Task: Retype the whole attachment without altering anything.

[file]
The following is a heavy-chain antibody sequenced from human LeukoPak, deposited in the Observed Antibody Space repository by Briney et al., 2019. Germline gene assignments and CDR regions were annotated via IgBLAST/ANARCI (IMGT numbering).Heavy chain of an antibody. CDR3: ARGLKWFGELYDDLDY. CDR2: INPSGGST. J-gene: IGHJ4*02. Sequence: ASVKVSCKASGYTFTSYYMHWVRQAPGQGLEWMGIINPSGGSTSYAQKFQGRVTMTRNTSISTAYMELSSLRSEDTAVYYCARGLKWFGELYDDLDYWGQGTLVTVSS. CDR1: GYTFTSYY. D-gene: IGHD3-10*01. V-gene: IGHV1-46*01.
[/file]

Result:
The following is a heavy-chain antibody sequenced from human LeukoPak, deposited in the Observed Antibody Space repository by Briney et al., 2019. Germline gene assignments and CDR regions were annotated via IgBLAST/ANARCI (IMGT numbering).Heavy chain of an antibody. CDR3: ARGLKWFGELYDDLDY. CDR2: INPSGGST. J-gene: IGHJ4*02. Sequence: ASVKVSCKASGYTFTSYYMHWVRQAPGQGLEWMGIINPSGGSTSYAQKFQGRVTMTRNTSISTAYMELSSLRSEDTAVYYCARGLKWFGELYDDLDYWGQGTLVTVSS. CDR1: GYTFTSYY. D-gene: IGHD3-10*01. V-gene: IGHV1-46*01.